Saskatchewan: SK Bankruptcy FAQs. Questions about Bankruptcy and Proposals.

This section of our site should answer most of your questions about bankruptcy and proposals.

Is bankruptcy my only option?

How do I file personal bankruptcy?

Will my spouse be affected?

What do I do if I have Canadian debt but now live in a foreign country?

How much does it cost to declare bankruptcy?

If I go bankrupt, will I lose everything?

Will my creditors stop harassing me?

What happens if someone co-signed a loan for me?

What happens to my wages during a bankruptcy?

Will I still owe income taxes after I declare bankruptcy?

What debts are erased in a bankruptcy?

What About my Student Loans?

How long will I be in bankruptcy?

Who will find out that I have declared bankruptcy?

What happens during the bankruptcy?

Can a bankruptcy help alleviate the terrible stress I am under?

What if I have the cash flow to make a proposal?

Will I end up with a better credit rating if I use a credit counsellor?

Will I ever get credit again?

How do I prepare for my initial consultation with the Trustee?

Is bankruptcy my only option?

OptionsIn many cases there are options other than bankruptcy, including:

  • Proposals,
  • Credit counselling,
  • Third party settlements with creditors,
  • and refinancing.

How do I file personal bankruptcy?

In Canada you can only file bankruptcy through a trustee in bankruptcy.

PowerPoint Presentation: The steps in filing a personal bankruptcy.

In Canada you can only file bankruptcy through a trustee in bankruptcy. Trustees are regulated by the Superintendent of Bankruptcy and are highly trained professionals with stringent codes of ethics.

You can also view our PowerPoint slide presentation on   How to Prepare for your Meeting with the Trustee.    (Approximately 125 seconds)


How much does it cost to declare bankruptcy?

In most cases the cost of a bankruptcy is less than $200 a month for nine months.

In a bankruptcy, the costs are set by the government. In most cases the cost will be less than $200 a month for each of nine months. Payment terms can be arranged.

Bankruptcy Discharge Rules:

- 9 month automatic discharge for 1st. time bankrupts who fulfill all their duties and who do not have excess income. (Required monthly payment of less than $100.00 per month)

- 21 months (or more at the court's discretion) for 1st. time bankrupts who fulfill all their duties. and who have excess income. (Required monthly payment of $100.00 per month or greater)

-24 months for 2nd time bankrupts who do not have excess income. (Required monthly payment of less than $100.00 per month)

-36 months for 2nd time bankrupts who have excess income. (Required monthly payment of $100.00 per month or greater)

-Bankrupts with personal income tax debt of $200,000.00 or more representing 75 percent or more of total unsecured claims, are not eligible for an automatic discharge. They must go to court for an adjudication.

If I go bankrupt, will I lose everything?

ExemptionsNo, you will not lose everything. The Saskatchewan government has bankruptcy and proposal exemption laws which allow you to keep equity in certain assets.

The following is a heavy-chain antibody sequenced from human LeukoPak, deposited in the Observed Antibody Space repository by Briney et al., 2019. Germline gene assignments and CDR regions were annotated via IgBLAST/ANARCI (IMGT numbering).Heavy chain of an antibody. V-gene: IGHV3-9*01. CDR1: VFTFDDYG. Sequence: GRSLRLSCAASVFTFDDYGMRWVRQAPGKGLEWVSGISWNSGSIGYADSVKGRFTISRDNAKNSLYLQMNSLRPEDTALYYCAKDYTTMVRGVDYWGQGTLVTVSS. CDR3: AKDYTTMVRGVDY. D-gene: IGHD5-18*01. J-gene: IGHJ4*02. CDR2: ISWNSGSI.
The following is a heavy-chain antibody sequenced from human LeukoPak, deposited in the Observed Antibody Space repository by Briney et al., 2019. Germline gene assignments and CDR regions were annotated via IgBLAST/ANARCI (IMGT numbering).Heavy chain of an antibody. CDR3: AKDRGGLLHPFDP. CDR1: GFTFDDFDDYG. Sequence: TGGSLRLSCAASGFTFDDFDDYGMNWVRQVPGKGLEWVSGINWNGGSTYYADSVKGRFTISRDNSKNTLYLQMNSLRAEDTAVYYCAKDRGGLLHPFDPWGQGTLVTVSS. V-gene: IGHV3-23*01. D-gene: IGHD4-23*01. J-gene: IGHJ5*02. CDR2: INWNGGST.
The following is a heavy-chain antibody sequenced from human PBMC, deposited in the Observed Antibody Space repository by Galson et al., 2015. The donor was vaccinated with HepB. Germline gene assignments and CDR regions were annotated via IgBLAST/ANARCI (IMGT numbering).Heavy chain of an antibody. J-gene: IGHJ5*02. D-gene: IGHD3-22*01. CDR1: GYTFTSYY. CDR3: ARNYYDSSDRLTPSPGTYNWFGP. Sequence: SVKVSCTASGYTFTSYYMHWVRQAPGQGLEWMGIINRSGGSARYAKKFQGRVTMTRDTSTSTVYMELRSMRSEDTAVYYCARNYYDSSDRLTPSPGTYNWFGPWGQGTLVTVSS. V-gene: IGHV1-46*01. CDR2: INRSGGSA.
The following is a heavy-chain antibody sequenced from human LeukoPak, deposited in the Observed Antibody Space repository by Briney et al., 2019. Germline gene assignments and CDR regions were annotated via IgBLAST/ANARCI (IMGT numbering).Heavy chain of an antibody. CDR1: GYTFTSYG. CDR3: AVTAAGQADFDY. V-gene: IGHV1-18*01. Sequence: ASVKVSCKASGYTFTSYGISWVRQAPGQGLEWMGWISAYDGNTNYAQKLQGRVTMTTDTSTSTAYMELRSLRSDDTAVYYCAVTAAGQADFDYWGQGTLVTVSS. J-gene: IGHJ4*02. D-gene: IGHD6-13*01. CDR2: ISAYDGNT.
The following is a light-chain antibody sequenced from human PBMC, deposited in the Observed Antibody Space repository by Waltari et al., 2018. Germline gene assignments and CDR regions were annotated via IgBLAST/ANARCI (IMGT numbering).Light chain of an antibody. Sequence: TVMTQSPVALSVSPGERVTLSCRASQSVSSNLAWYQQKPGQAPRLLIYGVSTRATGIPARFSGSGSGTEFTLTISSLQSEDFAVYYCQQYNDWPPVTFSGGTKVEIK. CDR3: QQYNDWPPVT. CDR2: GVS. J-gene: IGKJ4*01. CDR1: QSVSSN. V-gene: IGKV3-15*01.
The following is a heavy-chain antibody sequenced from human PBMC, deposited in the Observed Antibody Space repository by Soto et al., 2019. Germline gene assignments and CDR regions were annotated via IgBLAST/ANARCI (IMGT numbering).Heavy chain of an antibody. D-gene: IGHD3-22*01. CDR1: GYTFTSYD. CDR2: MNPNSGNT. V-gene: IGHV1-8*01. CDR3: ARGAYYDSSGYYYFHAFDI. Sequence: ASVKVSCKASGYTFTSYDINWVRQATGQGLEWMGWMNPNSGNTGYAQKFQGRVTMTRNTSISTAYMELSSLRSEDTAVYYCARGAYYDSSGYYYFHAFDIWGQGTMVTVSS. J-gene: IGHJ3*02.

The property exempt from seizure applies to the equity in the asset.

Equity is the excess that the value of an asset has over any charges or encumbrances against that asset.

For example, if you have tools used in your trade or profession worth $10,000 and there is a $6,000 secured debt against them then the equity in the tools is $4,000. In Saskatchewan the exemption for tools used in your trade or profession is $4,500 so in this example you are entitled to the equity of $4,000 and the unsecured creditors cannot this.


For Non-Farmers:

  • Household furniture and personal effects to a value of $4,500 per person;

  • Tools of the trade to a value of $4,500;

  • A motor vehicle, if required in the conduct of an individuals business, occupation or profession

  • Equity in personal residence to a value of $32,000 ($64,000 if jointly owned) to a maximum of $128,000 if held by four parties;

  • Certain life insurance policies;

  • RRSPs, RRIFs and DPSPs are exempt from seizure.

For Farmers:

  • The farmer's  furniture and appliances to a value of $10,000

  • The farmer's personal items

  • The farmer's homestead (home quarter)

  • All livestock, farm machinery and equipment, including one car or truck, necessary for the next twelve months operations;

  • One motor vehicle, if required for business or profession, but not in addition to the one above;

  • Tools and equipment to a value of $4,500 used by a farmer in his trade or profession;

  • Equity in personal residence to a value of $32,000 ($64,000 if jointly owned) to a maximum of $128,000 if held by four parties;

  • Seed grain equal to two bushels per acre of land under cultivation;

  • RRSPs, RRIFs and DPSPs are exempt from seizure;

  • certain life insurance policies.

  • Cash equivalent of crop equal to:

    • unpaid harvesting costs;

    • living expenses to next harvest;

    • necessary costs of farming until next harvest

 

Will my creditors stop harassing me?

By law, all actions against you must cease once the bankruptcy or proposal documents are filed.

Yes, they will! By law, all actions against a bankrupt must cease once the documents are filed. That means most lawsuits and wage garnishments against you will stop. This does not apply to secured creditors such as banks holding, for example, a lien on a car.

Will my spouse be affected?

Your spouse will not be affected by your bankruptcy if he or she is not responsible for any of your debt.

Your spouse, whether common law or married will not be affected by your bankruptcy if he or she is not responsible for any of your debt (did not sign an agreement or contract for any of your debt). If they have a supplemental credit card they are probably responsible for that debt. Your spouse's credit rating will not be affected by your bankruptcy and any assets in the spouse's name will not be part of the bankruptcy.

If your spouse is responsible for any of your debt or has his own debt then the spouse may have to file bankruptcy too.

What do I do if I have Canadian debt but now live in a foreign country?

World MapCanadians living abroad can go into bankruptcy or file a proposal for their Canadian debt in the following ways:

  • They can go bankrupt in their country of residence.  This will free them of the Canadian debt so long as they live in that foreign country.  If they return to Canada that debt will have survived and  they will still owe that money.
  • They can re-establish residency in Canada and then go bankrupt or file a proposal in Canada.
  • They can go bankrupt or file a proposal under Canadian law while still living in that foreign country if: